9. Antibiotic Prophylaxis in Periprosthetic Joint Infection (PJI: literature Review and World Consensus (Part Seven

    Directory of Open Access Journals (Sweden)

    Javad Parvizi

    2016-07-01

    Full Text Available Context There is a need to find if patients with poorly controlled diabetes, immunosuppression, or autoimmune disease require different perioperative antibiotic prophylaxis. There is also a need to determine if antibiotic prophylaxis should be different for primary cases, revision cases, hip arthroplasty and knee arthroplasty. The best antibiotic prophylaxis to choose in patients with colonization by carbapenem resistant enterobacteriaceae or multi-drug resistant (MDR-Acinetobacter spp needs to be determined. Evidence Acquisition Delegates in workgroup 3 of the consensus meeting on PJI reviewed English literature for relevant articles. 30 of 221 articles were relevant to the 4 following questions regarding perioperative antibiotic prophylaxis to prevent PJI. Results There is no need to use different antibiotic prophylaxis for patients with poorly controlled diabetes, immunosuppression, or autoimmune disease than routine antibiotic prophylaxis. Perioperative antibiotic prophylaxis should be the same for primary and uninfected revision arthroplasty. Perioperative antibiotic prophylaxis should be the same for hips and knees arthroplasties. There is insufficient data to recommend expanded antibiotic prophylaxis in patients known to be colonized or recently infected with multi-drug resistant pathogens. Conclusions Based on evidences in the literature and consensus of expert delegates from consensus meeting recommendations for type of antibiotic prophylaxis in patients with poorly controlled diabetes, immunosuppression, or autoimmune disease, primary and uninfected revision arthroplasty, hip or knee arthroplasties and patients known to be colonized or recently infected with multi-drug resistant pathogens were provided.

  10. Antibiotic prophylaxis in children with relapsing urinary tract infections: review.

    Science.gov (United States)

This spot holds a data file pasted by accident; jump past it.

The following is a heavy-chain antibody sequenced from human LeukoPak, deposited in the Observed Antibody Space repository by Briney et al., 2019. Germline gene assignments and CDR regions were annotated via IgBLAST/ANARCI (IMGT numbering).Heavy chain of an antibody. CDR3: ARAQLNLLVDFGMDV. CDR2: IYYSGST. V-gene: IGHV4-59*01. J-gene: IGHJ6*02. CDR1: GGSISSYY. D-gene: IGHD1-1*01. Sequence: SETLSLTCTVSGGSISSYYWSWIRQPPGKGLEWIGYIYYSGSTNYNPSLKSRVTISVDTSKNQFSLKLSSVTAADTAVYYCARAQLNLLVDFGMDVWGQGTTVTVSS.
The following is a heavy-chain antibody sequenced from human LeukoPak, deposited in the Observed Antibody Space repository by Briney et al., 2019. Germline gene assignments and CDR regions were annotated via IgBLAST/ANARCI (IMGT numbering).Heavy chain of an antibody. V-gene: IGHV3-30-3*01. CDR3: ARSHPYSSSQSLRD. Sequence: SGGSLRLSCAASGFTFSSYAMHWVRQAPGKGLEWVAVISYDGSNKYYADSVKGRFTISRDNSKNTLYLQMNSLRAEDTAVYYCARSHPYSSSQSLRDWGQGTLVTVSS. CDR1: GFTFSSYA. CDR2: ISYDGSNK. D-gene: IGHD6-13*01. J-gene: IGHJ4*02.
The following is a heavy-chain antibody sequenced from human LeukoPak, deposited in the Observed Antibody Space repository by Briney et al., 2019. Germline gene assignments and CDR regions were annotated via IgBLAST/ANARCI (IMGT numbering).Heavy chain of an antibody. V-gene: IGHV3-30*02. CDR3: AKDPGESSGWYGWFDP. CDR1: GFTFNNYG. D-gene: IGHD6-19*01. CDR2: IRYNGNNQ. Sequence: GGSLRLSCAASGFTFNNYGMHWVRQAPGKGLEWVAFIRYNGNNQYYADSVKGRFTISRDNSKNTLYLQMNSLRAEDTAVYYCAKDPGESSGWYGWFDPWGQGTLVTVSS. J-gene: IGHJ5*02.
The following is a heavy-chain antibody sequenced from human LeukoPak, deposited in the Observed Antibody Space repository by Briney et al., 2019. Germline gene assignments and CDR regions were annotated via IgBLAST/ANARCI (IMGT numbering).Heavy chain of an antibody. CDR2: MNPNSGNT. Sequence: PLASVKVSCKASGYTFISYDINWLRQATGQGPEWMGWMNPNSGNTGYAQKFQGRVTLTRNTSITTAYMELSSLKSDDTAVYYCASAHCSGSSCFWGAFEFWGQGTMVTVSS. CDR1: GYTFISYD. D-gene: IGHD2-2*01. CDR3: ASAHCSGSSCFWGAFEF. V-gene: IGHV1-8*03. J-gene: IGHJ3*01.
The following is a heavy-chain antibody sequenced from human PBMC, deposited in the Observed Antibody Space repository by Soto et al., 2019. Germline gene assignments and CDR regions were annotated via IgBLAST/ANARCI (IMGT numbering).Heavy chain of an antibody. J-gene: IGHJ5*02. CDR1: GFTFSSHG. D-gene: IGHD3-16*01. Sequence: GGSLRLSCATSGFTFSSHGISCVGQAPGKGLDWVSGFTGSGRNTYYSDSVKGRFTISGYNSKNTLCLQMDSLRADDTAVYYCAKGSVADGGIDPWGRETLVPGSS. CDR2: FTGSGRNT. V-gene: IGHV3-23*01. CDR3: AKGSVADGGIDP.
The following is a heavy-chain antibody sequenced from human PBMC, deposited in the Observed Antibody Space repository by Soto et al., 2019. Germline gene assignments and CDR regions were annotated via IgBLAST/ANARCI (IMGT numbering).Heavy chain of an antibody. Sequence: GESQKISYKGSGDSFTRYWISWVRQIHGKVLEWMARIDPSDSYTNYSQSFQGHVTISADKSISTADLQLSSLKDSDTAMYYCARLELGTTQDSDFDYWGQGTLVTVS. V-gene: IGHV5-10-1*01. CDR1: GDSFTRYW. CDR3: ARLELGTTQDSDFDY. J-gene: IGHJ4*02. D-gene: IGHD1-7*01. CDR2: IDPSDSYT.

Mangiarotti, P; Pizzini, C; Fanos, V

    2000-04-01

    Recurrent urinary tract infections (UTIs) are observed in 30-50% of children after the first UTI. Of these, approximately 90% occur within 3 months of the initial episode. The basic aim of antibiotic prophylaxis in children with malformative uropathy and/or recurrent UTIs, is to reduce the frequency of UTIs. The bacteria most frequently responsible for UTI are gram-negative organisms, with Escherichia coli accounting for 80% of urinary tract pathogens. In children with recurrent UTIs and in those treated with antibiotic prophylaxis there is a greater incidence of UTI due to Proteus spp., Klebsiella spp. and Enterobacter spp., whereas Pseudomonas spp., Serratia spp. and Candida spp. are more frequent in children with urogenital abnormalities and/or undergoing invasive instrumental investigations. Several factors are involved in the pathogenesis of UTI, the main ones being circumcision, periurethral flora, micturition disorders, bowel disorders, local factors and hygienic measures. Several factors facilitate UTI relapse: malformative uropathies, particularly of the obstructive type; vesico-ureteric reflux (VUR); previous repeated episodes of cystitis and/or pyelonephritis (3 or more episodes a year), even in the absence of urinary tract abnormalities; a frequently catheterized neurogenic bladder; kidney transplant. The precise mechanism of action of low-dose antibiotics is not yet fully known. The characteristics of the ideal prophylactic agent are presented in this review, as well as indications, dosages, side effects, clinical data of all molecules. While inappropriate use of antibiotic prophylaxis encourages the emergence of microbial resistance, its proper use may be of great value in clinical practice, by reducing the frequency and clinical expression of UTIs and, in some cases such as VUR, significantly helping to resolve the underlying pathology.